his uncle. William "WV Featherston
hau'gh, still retain> it.
"My grandfather, Henry Bardlff
Featherstonhaugh, was the nephew and
heir" of- the last Baron Featherston
haugh," said the sister. "The fatnily
is an old established one in' Essex,
England. \u25a0 A young English woman had
been picked out for him as a wife, but
he fan away and -married a poor Irish
girl named Lee. For this the family
disinherited :him."
The inquest over the body of Feather
stone was held during the day. i>epu*iy
Coroner Hartney- heard the testimony
of .the widow and Jerry XV. Mason, . a
taxicab chauffeur.
The jury returned an open verdict
and commended Patrolman Maloney for
killing' Feather'stone. .
Featherstonhaugh's family was
shocked when his criminal record was
made' known to them. His : wife and
sister thought he was in the brokerage
business. >
Judge .'.Rebukes^ '. Young iMan
While Passing on Case
. DEXVER, Jan. • 3. — Ernest L. Powers,
a" former Denver university student.
who" 'was found guilty recently of de
frauding: a ! Denver, man out of 513.700
through a, "fake" -footrace at Council
Bluffs. la., was sentenced today to from
two to sevenfyears;ln the penitentiary.
In sentencing.him Judge "Whitford kept
Powers standing in front, of him for
almost half anhour while'he scathing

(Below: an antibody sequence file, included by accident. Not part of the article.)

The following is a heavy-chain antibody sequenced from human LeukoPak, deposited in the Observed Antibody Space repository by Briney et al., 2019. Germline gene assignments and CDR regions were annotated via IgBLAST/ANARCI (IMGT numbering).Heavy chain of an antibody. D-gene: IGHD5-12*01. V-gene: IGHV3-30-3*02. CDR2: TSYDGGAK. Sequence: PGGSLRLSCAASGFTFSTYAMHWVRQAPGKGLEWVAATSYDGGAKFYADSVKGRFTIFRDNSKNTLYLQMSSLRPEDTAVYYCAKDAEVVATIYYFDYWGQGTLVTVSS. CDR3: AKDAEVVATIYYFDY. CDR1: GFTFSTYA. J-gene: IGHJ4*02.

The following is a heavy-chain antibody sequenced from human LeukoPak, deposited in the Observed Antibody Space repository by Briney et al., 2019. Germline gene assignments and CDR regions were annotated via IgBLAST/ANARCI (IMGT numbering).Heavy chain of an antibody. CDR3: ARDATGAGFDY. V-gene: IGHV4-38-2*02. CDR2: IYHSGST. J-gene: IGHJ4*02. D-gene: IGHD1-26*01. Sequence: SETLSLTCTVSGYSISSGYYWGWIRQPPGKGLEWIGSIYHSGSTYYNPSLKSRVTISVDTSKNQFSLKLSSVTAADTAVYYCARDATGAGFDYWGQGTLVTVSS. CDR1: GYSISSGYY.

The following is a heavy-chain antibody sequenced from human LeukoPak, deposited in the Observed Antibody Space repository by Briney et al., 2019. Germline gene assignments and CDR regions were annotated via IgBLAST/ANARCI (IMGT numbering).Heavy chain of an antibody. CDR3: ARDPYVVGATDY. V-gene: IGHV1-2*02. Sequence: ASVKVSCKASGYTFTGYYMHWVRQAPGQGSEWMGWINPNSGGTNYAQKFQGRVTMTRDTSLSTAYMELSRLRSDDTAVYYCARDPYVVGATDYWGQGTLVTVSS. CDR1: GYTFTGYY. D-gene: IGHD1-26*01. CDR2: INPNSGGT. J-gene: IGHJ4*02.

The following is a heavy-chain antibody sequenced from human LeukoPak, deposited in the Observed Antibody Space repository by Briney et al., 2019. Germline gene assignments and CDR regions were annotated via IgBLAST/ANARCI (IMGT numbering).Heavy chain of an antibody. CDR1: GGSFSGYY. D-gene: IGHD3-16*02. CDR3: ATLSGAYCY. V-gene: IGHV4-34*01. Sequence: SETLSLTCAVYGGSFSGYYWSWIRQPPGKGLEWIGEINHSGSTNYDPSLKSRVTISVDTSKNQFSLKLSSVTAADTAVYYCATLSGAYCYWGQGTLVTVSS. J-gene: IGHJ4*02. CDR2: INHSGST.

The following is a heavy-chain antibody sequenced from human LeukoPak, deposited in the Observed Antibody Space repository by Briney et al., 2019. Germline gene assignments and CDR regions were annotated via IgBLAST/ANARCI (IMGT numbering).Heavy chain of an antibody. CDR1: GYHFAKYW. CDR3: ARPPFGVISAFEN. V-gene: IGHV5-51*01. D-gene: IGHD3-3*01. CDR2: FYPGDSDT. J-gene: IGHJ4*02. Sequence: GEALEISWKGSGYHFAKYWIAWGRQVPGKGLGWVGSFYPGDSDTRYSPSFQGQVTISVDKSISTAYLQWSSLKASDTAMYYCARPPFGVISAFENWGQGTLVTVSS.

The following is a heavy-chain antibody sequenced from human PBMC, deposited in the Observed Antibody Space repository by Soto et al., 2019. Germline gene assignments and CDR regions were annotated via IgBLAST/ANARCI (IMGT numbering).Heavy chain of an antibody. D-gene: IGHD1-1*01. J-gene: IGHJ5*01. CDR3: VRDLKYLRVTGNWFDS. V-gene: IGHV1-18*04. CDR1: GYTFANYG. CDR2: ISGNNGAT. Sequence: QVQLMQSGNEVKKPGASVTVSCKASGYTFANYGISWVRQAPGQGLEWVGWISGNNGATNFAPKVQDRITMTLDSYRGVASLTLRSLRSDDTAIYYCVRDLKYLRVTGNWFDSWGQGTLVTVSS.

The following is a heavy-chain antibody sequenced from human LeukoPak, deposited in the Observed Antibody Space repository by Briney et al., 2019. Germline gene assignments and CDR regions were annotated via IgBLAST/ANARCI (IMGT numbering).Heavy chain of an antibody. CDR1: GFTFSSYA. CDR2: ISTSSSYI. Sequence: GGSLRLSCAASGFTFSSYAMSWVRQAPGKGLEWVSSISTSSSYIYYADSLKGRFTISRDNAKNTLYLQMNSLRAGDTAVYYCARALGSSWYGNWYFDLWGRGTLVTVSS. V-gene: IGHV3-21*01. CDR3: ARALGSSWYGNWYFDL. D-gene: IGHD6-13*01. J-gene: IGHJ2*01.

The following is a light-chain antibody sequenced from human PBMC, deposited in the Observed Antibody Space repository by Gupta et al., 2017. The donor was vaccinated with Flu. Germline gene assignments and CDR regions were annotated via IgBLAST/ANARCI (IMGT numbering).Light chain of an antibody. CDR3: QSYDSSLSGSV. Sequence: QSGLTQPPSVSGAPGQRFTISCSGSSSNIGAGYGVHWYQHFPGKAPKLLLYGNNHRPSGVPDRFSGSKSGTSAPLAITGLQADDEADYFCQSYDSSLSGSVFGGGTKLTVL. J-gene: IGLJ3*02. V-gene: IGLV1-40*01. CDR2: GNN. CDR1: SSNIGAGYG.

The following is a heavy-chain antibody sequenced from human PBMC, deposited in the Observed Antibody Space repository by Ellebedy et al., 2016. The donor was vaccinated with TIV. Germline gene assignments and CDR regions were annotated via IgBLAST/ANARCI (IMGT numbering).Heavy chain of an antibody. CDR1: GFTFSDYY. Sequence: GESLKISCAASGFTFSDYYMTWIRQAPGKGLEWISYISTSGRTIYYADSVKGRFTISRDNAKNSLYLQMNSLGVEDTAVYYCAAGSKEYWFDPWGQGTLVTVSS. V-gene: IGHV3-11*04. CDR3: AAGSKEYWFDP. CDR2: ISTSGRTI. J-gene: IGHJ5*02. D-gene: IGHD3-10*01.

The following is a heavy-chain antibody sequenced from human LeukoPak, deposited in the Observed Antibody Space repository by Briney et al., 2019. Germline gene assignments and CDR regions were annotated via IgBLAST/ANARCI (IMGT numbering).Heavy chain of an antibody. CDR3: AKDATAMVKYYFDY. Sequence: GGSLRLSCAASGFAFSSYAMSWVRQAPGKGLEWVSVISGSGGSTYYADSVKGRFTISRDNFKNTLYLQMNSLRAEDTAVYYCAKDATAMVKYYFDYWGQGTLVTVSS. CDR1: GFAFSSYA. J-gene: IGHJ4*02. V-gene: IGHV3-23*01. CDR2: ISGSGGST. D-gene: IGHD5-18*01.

ly rebuked the young man for what he
had done' in view of; "his fine family,
his prominent and respected father and
his beautiful wife."
Operated On 10 Days After Ac
\u25a0Vcident; May Die ;
ST/LOUIS. Mo, Jan. 3.— Ralph Owens.
24 "years old, of Memphis*/ Term..
walked the streets jhere for 10 days
with a broken :neck and' did not ; know
it, until he „ went to . Mullanphy hos
pital '< to get treatment for rheumatism
this .'afternoon. ; .
, He • fell, he. said, 10 ' days^ ago." and
since • that time his head had been
"drawn'back, but he did not suffer much
pain.' ' "t'l ' . .\u25a0 . -"
:Hc "w_as. "operated" j on at the hospital
tonight, and has- slight' chance I for re-
\u25a0 \u25a0g. :i \j * i Commercial / ?±
. ..IN^THErCmJs.\ .
Mayor Elect Declares His Unal*
terable Opposition to Bond
ing of City to Acquire
Water Co.'s Property
McCarthy Promises Active Sop*
port in Project to^ Acquire
and Develop Hetch Hetchy
Reservoir Scheme
"I am for Hetch Hetchy and
proposition No. I. / am un
alterably opposed to the purchase
of Spring Valley and proposition
No. 2. I have taken my stand.
I am going to it just as hard as I
know how. That means that I
will -be fighting night and day
from now until the polls close." —
Mayor elect P. H.. McCarthy.